Pakistan is a young and increasingly urban society, which lends tremendous opportunity for progress through its demographic dividend. The youth, who account for nearly 60 percent of Pakistan’s population, will ultimately determine Pakistan’s future course. To help empower these young people in Pakistan, the Atlantic Council’s South Asia Center launched the Emerging Leaders of Pakistan fellowship program (ELP), which seeks to identify and support the country’s next generation of civil society leaders through the creation of a collaborative and proactive network. In early February, ELP convened the first face-to-face meeting between the 2012 and 2013 fellowship classes in Islamabad, Pakistan. A panel discussion entitled, “Banking on Youth: Pakistan’s Changemakers” featured three 2013 fellows: Faryal Ahmed, Huda Ahmed, and Nadeh Ali Mir. The conversation highlighted their ongoing work and vision for the engagement of Pakistan’s youth, while addressing issues such as education, entrepreneurship, and national development.
Faryal Ahmed highlighted the influx of youth entering the labor force every year and the need for enterprising youth in Pakistan. Pakistan ranks 110 out of 189 countries in ease of doing business. Many hurdles face nascent businesses and potential entrepreneurs, such as lack of supportive legal framework, social sanctions in the face of failure, and lack of mergers and acquisitions. Faryal emphasized the need for reforms to strengthen the entrepreneurial ecosystem through recommendations to policymakers based on scientific research and feedback from all stakeholders involved.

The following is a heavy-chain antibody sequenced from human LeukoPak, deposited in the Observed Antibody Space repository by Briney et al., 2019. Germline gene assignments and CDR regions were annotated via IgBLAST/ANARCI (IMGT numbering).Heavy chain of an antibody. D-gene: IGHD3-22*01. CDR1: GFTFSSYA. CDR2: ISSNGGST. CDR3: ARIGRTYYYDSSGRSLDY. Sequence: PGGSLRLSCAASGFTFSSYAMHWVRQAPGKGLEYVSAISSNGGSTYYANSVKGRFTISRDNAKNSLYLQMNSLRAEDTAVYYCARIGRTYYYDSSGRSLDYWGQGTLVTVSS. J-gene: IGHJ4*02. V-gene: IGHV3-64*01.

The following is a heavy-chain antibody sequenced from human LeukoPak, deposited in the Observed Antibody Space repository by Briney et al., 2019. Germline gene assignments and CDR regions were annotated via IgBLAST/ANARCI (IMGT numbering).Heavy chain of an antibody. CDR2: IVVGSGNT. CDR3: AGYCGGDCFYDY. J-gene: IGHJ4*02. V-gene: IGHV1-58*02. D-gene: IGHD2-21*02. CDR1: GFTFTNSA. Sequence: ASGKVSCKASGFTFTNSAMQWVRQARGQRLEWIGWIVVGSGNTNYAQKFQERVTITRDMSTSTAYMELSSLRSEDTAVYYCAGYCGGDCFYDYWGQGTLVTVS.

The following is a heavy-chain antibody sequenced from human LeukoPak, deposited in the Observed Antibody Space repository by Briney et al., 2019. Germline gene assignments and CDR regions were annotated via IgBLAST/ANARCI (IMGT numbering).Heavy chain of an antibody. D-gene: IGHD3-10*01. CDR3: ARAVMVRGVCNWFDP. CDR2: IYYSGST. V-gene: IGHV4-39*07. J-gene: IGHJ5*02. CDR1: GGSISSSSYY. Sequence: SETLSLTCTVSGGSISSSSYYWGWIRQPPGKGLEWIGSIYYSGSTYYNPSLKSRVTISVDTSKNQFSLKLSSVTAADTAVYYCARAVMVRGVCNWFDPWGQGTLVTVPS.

Huda Ahmed shared a brief personal account of the moment that first compelled her to leave her career as a dentist to teach in a government school and then continue in the education sector. After telling stories of her own students, Huda noted the sad state of education in Pakistan with statistics that show Pakistan has the second largest number of out-of-school children in the world, and even out of the millions of children who are in school, many cannot do simple arithmetic or read a simple sentence. This leads to an extremely high drop-out rate and a number of other social implications. Huda then talked about the education technology venture that she is a part of, the Reading Room Project, which aims to bridge the achievement gap by providing children the access to online learning resources.
Nadeh Ali Mir presented on the Peshawar Youth Organization, a community service organization that is committed to the cause of raising a wave of thought and self realization in the youth of Khyber Pashtunkwa. Nadeh explained the basic aim of reviving and showing the positive side of the province specifically and the nation as a whole. PYO has worked both in the academia and social circles of the society, with more than 8500 registered members currently.